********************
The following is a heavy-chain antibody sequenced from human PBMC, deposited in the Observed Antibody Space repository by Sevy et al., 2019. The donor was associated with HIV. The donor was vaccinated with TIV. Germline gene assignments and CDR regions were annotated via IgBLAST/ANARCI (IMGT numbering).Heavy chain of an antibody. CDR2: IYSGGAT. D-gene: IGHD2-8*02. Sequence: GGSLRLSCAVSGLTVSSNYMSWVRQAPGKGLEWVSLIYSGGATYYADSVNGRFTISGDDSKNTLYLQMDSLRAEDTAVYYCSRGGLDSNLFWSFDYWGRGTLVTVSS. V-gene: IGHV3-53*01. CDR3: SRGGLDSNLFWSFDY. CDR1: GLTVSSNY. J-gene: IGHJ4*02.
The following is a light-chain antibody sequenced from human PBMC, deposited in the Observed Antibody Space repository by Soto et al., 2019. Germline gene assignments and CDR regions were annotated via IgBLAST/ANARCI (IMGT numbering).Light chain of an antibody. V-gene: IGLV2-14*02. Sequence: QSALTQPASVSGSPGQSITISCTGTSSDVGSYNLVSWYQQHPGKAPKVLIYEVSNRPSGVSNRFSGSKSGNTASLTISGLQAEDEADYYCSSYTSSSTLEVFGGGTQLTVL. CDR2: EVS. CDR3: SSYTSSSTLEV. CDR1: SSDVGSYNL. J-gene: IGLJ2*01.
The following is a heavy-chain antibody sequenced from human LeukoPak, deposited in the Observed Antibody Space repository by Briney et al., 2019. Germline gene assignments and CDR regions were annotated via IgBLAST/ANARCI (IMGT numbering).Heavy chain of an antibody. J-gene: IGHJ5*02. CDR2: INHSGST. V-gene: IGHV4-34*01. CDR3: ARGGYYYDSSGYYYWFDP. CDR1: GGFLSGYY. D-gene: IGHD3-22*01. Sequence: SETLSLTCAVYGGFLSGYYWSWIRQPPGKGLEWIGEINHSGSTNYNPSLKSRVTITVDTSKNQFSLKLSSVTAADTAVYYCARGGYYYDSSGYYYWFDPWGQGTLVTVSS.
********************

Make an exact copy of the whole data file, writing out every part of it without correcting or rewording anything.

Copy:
The following is a heavy-chain antibody sequenced from human PBMC, deposited in the Observed Antibody Space repository by Sevy et al., 2019. The donor was associated with HIV. The donor was vaccinated with TIV. Germline gene assignments and CDR regions were annotated via IgBLAST/ANARCI (IMGT numbering).Heavy chain of an antibody. CDR2: IYSGGAT. D-gene: IGHD2-8*02. Sequence: GGSLRLSCAVSGLTVSSNYMSWVRQAPGKGLEWVSLIYSGGATYYADSVNGRFTISGDDSKNTLYLQMDSLRAEDTAVYYCSRGGLDSNLFWSFDYWGRGTLVTVSS. V-gene: IGHV3-53*01. CDR3: SRGGLDSNLFWSFDY. CDR1: GLTVSSNY. J-gene: IGHJ4*02.
The following is a light-chain antibody sequenced from human PBMC, deposited in the Observed Antibody Space repository by Soto et al., 2019. Germline gene assignments and CDR regions were annotated via IgBLAST/ANARCI (IMGT numbering).Light chain of an antibody. V-gene: IGLV2-14*02. Sequence: QSALTQPASVSGSPGQSITISCTGTSSDVGSYNLVSWYQQHPGKAPKVLIYEVSNRPSGVSNRFSGSKSGNTASLTISGLQAEDEADYYCSSYTSSSTLEVFGGGTQLTVL. CDR2: EVS. CDR3: SSYTSSSTLEV. CDR1: SSDVGSYNL. J-gene: IGLJ2*01.
The following is a heavy-chain antibody sequenced from human LeukoPak, deposited in the Observed Antibody Space repository by Briney et al., 2019. Germline gene assignments and CDR regions were annotated via IgBLAST/ANARCI (IMGT numbering).Heavy chain of an antibody. J-gene: IGHJ5*02. CDR2: INHSGST. V-gene: IGHV4-34*01. CDR3: ARGGYYYDSSGYYYWFDP. CDR1: GGFLSGYY. D-gene: IGHD3-22*01. Sequence: SETLSLTCAVYGGFLSGYYWSWIRQPPGKGLEWIGEINHSGSTNYNPSLKSRVTITVDTSKNQFSLKLSSVTAADTAVYYCARGGYYYDSSGYYYWFDPWGQGTLVTVSS.